Our current projects get to the heart of health care transformation.
Here’s a snapshot of what we’re working on now:
The Oregon Health Study
This first study ever to compare health outcomes for people with and without health insurance. We partnered with researchers all over the nation to study impacts for those who were and were not selected in the Oregon Health Plan lottery. Did access to insurance improve mental health? Did physical health, such as blood pressure or obesity, improve? Did people smoke less or get more exercise? Did they use health care differently?
The Health Commons Project
Oregon’s Coordinated Care Organizations (CCOs) bring primary care providers together with behavioral and mental health providers, dentists, and public health experts to provide care for the whole person. These partnerships have created opportunities for innovative projects to provide more coordinated care. In this study, we look carefully at five local projects that unite the Portland-area health care system like never before.
Case Studies of CCOs
CCOs are local solutions to regional health challenges; since they’re local, they all look different. Nevertheless, all CCOs face one problem: how to weigh the interests of individual partner organizations against the interests of the CCO. This study takes a closer look at the decision-making structures embedded within two of Oregon’s most promising CCOs.
The CCO Evaluation Project
CCOs are supposed to reduce health care costs while improving the quality of care and the actual health of patients. But can they do it? This study builds the first-ever typology for characterizing CCOs, and it compares outcomes for patients of 13 different CCOs in Oregon.
The Social Determinants of Health Project
What features in a neighborhood are most likely to be associated with positive health outcomes? Parks? Sidewalks? Your neighbor’s income? How many people live in each house? This project layers health data over environmental and demographic data to show what matters most when it comes to neighborhoods and health.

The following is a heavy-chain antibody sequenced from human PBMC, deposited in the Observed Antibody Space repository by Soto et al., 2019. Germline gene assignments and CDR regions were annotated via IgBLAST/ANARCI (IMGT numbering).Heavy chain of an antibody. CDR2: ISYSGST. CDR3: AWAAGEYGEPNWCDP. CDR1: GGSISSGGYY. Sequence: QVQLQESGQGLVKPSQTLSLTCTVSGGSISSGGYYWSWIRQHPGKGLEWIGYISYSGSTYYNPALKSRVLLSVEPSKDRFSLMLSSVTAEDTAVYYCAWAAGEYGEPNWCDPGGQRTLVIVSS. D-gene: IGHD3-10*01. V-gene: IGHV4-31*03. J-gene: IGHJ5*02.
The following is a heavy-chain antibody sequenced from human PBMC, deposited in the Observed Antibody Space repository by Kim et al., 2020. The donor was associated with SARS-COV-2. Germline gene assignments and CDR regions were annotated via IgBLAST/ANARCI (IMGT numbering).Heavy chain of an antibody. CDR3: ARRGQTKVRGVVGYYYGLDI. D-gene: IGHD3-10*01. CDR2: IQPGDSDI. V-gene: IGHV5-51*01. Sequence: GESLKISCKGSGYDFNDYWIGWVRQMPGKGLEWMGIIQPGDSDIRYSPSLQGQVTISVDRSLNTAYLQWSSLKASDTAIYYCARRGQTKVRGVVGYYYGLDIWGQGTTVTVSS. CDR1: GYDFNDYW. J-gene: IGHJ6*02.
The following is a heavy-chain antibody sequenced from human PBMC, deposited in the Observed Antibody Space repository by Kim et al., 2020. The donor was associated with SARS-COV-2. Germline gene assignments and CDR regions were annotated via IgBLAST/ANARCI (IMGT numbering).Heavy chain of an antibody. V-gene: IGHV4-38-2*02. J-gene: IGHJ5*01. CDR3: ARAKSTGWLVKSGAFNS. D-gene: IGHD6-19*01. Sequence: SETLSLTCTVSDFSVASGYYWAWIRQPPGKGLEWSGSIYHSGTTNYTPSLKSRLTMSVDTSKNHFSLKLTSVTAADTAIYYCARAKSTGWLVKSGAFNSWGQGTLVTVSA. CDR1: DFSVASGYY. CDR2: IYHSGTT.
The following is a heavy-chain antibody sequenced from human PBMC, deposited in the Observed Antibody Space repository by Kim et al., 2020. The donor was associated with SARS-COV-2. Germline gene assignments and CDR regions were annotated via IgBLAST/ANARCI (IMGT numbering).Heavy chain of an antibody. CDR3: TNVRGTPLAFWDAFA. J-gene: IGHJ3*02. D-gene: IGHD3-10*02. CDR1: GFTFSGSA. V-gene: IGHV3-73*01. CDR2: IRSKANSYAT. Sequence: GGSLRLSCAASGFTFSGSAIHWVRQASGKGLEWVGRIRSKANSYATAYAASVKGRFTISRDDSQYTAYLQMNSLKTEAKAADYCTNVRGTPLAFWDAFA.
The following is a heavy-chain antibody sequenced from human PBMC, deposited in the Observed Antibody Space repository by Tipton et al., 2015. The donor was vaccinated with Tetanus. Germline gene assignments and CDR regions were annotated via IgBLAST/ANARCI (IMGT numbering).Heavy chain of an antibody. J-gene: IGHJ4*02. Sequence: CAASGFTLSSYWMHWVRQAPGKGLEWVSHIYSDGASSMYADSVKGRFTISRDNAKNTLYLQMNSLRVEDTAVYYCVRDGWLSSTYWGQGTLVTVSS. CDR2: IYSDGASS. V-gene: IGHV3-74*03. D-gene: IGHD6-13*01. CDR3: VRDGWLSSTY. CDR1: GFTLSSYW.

Lead Evaluator: Kaiser/Providence Behavioral Health Initiative
Kaiser and Providence have partnered to fund initiatives that advance behavioral health in the context of health care reform. CORE serves as lead evaluator and technical advisor to the awardees. We’re learning what innovative methods of delivering behavioral health care might better serve those in need.
Lead Evaluator: Kaiser Clinical Quality Improvement in the Safety Net Project
The Kaiser Community Foundation has funded projects to enhance clinical quality improvement capacity in the safety net. CORE is the lead evaluator on the project. In partnership with awardees, we’re learning about innovations that will improve the quality of care in clinics that serve our most vulnerable community members.
The “Help is Here” Dementia Curriculum Project
Author Anne Hill and Providence’s own Marian Hodges, M.D., have written Help is Here, a notebook resource for caregivers of people with Alzheimer’s and related dementias. They are now transforming the notebook into a curriculum for staff members at retirement communities. This project involves focus groups with staff members before and after the curriculum is implemented. We want to know if the curriculum is successful, and—if so—why.
The South Dakota Mental Health Needs Assessment Project
For this project, CORE will conduct a health needs assessment survey in South Dakota. The survey has an emphasis on mental and behavioral health.
The Take-Up Study: Optimizing Enrollment Strategies for Medicaid Expansion
Many people who are eligible for public assistance don’t apply for benefits. This project examines the impacts of enhanced outreach on Medicaid enrollment, and also measures whether enrollment in Medicaid might have a specific kind of impact on vulnerable and hard-to-reach populations.